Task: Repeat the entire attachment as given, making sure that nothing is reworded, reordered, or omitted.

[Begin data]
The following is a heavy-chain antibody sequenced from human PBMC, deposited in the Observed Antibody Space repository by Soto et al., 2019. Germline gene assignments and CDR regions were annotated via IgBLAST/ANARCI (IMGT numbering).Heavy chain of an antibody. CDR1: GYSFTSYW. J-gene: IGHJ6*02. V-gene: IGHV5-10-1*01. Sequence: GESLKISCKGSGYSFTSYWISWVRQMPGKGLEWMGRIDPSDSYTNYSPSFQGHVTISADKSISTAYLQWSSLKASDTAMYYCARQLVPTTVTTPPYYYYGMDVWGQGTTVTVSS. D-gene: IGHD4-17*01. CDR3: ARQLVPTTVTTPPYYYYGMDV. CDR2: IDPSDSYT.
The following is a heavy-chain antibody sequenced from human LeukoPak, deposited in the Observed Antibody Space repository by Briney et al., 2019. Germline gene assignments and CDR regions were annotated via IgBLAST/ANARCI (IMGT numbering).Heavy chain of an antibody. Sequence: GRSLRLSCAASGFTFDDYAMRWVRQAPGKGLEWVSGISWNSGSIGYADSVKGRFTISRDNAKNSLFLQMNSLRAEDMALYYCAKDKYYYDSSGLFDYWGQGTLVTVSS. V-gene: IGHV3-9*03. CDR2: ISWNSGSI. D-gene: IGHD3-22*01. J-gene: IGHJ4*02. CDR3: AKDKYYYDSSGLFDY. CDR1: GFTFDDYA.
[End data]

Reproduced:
The following is a heavy-chain antibody sequenced from human PBMC, deposited in the Observed Antibody Space repository by Soto et al., 2019. Germline gene assignments and CDR regions were annotated via IgBLAST/ANARCI (IMGT numbering).Heavy chain of an antibody. CDR1: GYSFTSYW. J-gene: IGHJ6*02. V-gene: IGHV5-10-1*01. Sequence: GESLKISCKGSGYSFTSYWISWVRQMPGKGLEWMGRIDPSDSYTNYSPSFQGHVTISADKSISTAYLQWSSLKASDTAMYYCARQLVPTTVTTPPYYYYGMDVWGQGTTVTVSS. D-gene: IGHD4-17*01. CDR3: ARQLVPTTVTTPPYYYYGMDV. CDR2: IDPSDSYT.
The following is a heavy-chain antibody sequenced from human LeukoPak, deposited in the Observed Antibody Space repository by Briney et al., 2019. Germline gene assignments and CDR regions were annotated via IgBLAST/ANARCI (IMGT numbering).Heavy chain of an antibody. Sequence: GRSLRLSCAASGFTFDDYAMRWVRQAPGKGLEWVSGISWNSGSIGYADSVKGRFTISRDNAKNSLFLQMNSLRAEDMALYYCAKDKYYYDSSGLFDYWGQGTLVTVSS. V-gene: IGHV3-9*03. CDR2: ISWNSGSI. D-gene: IGHD3-22*01. J-gene: IGHJ4*02. CDR3: AKDKYYYDSSGLFDY. CDR1: GFTFDDYA.